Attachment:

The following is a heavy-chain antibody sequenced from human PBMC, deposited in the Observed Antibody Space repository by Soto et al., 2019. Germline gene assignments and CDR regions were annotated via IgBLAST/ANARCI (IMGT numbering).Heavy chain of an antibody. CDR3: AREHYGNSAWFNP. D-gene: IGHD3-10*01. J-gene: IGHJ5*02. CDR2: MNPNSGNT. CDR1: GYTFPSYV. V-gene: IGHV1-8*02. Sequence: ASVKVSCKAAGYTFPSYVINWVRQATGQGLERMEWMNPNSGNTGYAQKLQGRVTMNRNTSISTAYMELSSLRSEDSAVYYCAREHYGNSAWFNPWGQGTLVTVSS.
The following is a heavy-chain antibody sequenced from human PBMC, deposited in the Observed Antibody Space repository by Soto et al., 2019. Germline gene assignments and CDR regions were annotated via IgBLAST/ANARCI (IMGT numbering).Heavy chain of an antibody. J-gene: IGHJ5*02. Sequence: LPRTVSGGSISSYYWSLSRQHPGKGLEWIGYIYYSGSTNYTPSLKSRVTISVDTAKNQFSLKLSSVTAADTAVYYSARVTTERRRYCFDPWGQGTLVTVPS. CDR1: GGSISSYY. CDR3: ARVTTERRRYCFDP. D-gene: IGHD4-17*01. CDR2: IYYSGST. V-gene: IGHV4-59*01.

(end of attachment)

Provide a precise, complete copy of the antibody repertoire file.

The following is a heavy-chain antibody sequenced from human PBMC, deposited in the Observed Antibody Space repository by Soto et al., 2019. Germline gene assignments and CDR regions were annotated via IgBLAST/ANARCI (IMGT numbering).Heavy chain of an antibody. CDR3: AREHYGNSAWFNP. D-gene: IGHD3-10*01. J-gene: IGHJ5*02. CDR2: MNPNSGNT. CDR1: GYTFPSYV. V-gene: IGHV1-8*02. Sequence: ASVKVSCKAAGYTFPSYVINWVRQATGQGLERMEWMNPNSGNTGYAQKLQGRVTMNRNTSISTAYMELSSLRSEDSAVYYCAREHYGNSAWFNPWGQGTLVTVSS.
The following is a heavy-chain antibody sequenced from human PBMC, deposited in the Observed Antibody Space repository by Soto et al., 2019. Germline gene assignments and CDR regions were annotated via IgBLAST/ANARCI (IMGT numbering).Heavy chain of an antibody. J-gene: IGHJ5*02. Sequence: LPRTVSGGSISSYYWSLSRQHPGKGLEWIGYIYYSGSTNYTPSLKSRVTISVDTAKNQFSLKLSSVTAADTAVYYSARVTTERRRYCFDPWGQGTLVTVPS. CDR1: GGSISSYY. CDR3: ARVTTERRRYCFDP. D-gene: IGHD4-17*01. CDR2: IYYSGST. V-gene: IGHV4-59*01.